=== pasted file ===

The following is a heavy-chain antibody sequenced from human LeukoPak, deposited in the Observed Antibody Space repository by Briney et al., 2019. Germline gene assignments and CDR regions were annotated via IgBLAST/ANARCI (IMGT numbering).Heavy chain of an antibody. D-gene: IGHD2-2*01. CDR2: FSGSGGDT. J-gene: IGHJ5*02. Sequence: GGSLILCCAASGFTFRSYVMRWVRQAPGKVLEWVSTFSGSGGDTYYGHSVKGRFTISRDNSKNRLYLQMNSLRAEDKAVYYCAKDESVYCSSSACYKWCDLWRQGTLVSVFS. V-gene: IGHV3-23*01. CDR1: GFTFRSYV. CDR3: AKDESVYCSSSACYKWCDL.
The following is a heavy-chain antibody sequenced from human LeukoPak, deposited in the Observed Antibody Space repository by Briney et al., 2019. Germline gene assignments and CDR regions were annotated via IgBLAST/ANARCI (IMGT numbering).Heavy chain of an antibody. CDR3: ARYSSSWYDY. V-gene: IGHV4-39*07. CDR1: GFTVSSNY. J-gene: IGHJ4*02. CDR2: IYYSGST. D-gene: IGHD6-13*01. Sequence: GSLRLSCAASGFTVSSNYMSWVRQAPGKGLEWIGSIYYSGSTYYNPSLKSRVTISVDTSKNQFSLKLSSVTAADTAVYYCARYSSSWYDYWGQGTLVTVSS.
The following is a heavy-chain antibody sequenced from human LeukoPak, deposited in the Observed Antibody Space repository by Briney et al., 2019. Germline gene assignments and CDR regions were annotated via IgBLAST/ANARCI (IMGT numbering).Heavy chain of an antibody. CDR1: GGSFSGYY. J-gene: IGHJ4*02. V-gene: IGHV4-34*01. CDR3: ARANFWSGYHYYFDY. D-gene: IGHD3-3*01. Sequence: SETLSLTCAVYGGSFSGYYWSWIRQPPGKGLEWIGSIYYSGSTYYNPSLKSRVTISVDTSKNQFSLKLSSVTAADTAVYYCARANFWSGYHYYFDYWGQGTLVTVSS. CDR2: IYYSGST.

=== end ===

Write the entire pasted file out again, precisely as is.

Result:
The following is a heavy-chain antibody sequenced from human LeukoPak, deposited in the Observed Antibody Space repository by Briney et al., 2019. Germline gene assignments and CDR regions were annotated via IgBLAST/ANARCI (IMGT numbering).Heavy chain of an antibody. D-gene: IGHD2-2*01. CDR2: FSGSGGDT. J-gene: IGHJ5*02. Sequence: GGSLILCCAASGFTFRSYVMRWVRQAPGKVLEWVSTFSGSGGDTYYGHSVKGRFTISRDNSKNRLYLQMNSLRAEDKAVYYCAKDESVYCSSSACYKWCDLWRQGTLVSVFS. V-gene: IGHV3-23*01. CDR1: GFTFRSYV. CDR3: AKDESVYCSSSACYKWCDL.
The following is a heavy-chain antibody sequenced from human LeukoPak, deposited in the Observed Antibody Space repository by Briney et al., 2019. Germline gene assignments and CDR regions were annotated via IgBLAST/ANARCI (IMGT numbering).Heavy chain of an antibody. CDR3: ARYSSSWYDY. V-gene: IGHV4-39*07. CDR1: GFTVSSNY. J-gene: IGHJ4*02. CDR2: IYYSGST. D-gene: IGHD6-13*01. Sequence: GSLRLSCAASGFTVSSNYMSWVRQAPGKGLEWIGSIYYSGSTYYNPSLKSRVTISVDTSKNQFSLKLSSVTAADTAVYYCARYSSSWYDYWGQGTLVTVSS.
The following is a heavy-chain antibody sequenced from human LeukoPak, deposited in the Observed Antibody Space repository by Briney et al., 2019. Germline gene assignments and CDR regions were annotated via IgBLAST/ANARCI (IMGT numbering).Heavy chain of an antibody. CDR1: GGSFSGYY. J-gene: IGHJ4*02. V-gene: IGHV4-34*01. CDR3: ARANFWSGYHYYFDY. D-gene: IGHD3-3*01. Sequence: SETLSLTCAVYGGSFSGYYWSWIRQPPGKGLEWIGSIYYSGSTYYNPSLKSRVTISVDTSKNQFSLKLSSVTAADTAVYYCARANFWSGYHYYFDYWGQGTLVTVSS. CDR2: IYYSGST.